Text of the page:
Cassils’ Advertisement: Homage to Bengils, is a c-print of the trans man in a white jockstrap, and red lipstick, posing proudly showing off his nearly nude body. Trans rights have captured the public’s imagination in the wake of the ongoing killing of trans women of color and the North Carolina bathroom ordinances that seek to have folks use the restrooms that correspond with the gender they were assigned at birth. Andrea Bowers’ Dignity Safety Justice: Woman With Raised Fist (Trans Latina Coalition, Blockade at the Beverly Center, L.A, CA, March 20th, 2015), also raises questions around trans rights and visibility. Gender politics are also explored in Zoe Buckman’s Champ andMarilyn Minter’s Mini Plush.
Coby Kennedy’s Supply and Demand (The Anti-Nigger Machine) is a gun vending machine that calls attention to the proliferation of guns, police, and white violence against black Americans. Rashid Johnson’s Run Jesse Run takes the phrase that was popularly chanted for black sprinter Jesse Owens during the 1936 Olympics. In 1984, presidential supporters used the slogan to encourage Jesse Jackson on the campaign trail. Today, “Run Jesse Run,” evokes the legacies of Owen and Jackson to explore just how far black men have come. In another work on view, Johnson writes with a black oil stick, “run.” Carrie Mae Weem’s American Monument II, of the artist photographed in a black dress inside the Lincoln Memorial, further raises the specter of race relations in America.
The exhibition also includes art that makes more direct statements about the current presidential elections. On tables within the gallery, voter registration forms are clipped to postcards bearing Trevor Paglen’s Vote War. The coupling suggests that the artist would like citizens to make informed decisions when they are filling in their ballots. On a whiteboard, artist Wyatt Gallery, who is also the executive director of For Freedoms, wrote in black marker, “Go Trump,” then crossed it out. “One of our goals is to improve the way politics are ran as well as by creating more critical discourse,” says Gallery.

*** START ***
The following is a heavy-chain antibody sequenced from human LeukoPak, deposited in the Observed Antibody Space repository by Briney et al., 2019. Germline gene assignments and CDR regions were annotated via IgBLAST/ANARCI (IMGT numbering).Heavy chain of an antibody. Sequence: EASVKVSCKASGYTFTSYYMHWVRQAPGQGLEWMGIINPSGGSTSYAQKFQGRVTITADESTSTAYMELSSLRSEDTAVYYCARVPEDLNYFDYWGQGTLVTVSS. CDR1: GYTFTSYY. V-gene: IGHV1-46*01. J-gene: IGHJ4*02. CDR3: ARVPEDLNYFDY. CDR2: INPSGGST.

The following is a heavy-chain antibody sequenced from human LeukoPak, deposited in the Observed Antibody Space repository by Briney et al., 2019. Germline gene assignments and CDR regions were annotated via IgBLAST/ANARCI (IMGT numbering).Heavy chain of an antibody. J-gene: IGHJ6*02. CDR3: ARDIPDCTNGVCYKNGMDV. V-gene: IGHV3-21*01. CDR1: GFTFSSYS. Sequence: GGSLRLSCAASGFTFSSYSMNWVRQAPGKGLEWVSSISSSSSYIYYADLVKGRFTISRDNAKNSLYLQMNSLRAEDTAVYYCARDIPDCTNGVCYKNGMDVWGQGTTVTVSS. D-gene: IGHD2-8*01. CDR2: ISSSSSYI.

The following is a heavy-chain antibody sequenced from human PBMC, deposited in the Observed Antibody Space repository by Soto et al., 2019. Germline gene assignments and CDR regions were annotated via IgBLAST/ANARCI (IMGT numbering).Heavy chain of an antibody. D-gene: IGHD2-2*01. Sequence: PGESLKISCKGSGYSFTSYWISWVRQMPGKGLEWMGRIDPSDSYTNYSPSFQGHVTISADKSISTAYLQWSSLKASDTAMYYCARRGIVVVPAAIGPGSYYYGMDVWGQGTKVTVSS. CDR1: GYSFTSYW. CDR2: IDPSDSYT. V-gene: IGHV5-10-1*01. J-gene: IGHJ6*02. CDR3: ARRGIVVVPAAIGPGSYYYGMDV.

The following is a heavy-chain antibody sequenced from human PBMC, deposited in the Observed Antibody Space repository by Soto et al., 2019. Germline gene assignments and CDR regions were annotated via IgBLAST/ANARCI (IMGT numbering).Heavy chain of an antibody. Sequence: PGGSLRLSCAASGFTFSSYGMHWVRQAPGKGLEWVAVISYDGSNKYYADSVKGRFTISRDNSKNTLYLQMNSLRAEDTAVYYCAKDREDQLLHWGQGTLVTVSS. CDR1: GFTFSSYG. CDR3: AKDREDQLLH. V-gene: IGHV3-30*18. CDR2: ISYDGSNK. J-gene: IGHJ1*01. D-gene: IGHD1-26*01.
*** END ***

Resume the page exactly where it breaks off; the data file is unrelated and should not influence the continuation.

Using the political action committee structure, For Freedoms, represents a modern evolution of artist activism. The organization is selling the work in the show, asking art collectors for financial support, and fundraising online so they can campaign for the myriad of issues the artists want American political leaders to address. The ways For Freedoms is raising money is a performance in itself, commenting on the links between how money in politics make issues appear before the American public and contribute to the passage of law.
As the election season rolls on, the PAC will turn the mounted works into bus, subway, and billboard ads to take their messages to the streets. Dread Scott, has already cut a one-minute ad structured like a traditional political ad campaign. Scott calls the spot, “an anti-political ad,” that attacks both presidential candidates.
“Great art ask questions and it doesn’t give answers,” says Thomas. “One of the translation struggles people have is trying to actually look at this through an art lens. You can say that elections are about votes but fundamentally if we do live in a democracy and we care about freedom we should be really investigating what we are saying.”
For Freedoms continues through July 29 at Jack Shainman Gallery. For more information, click here.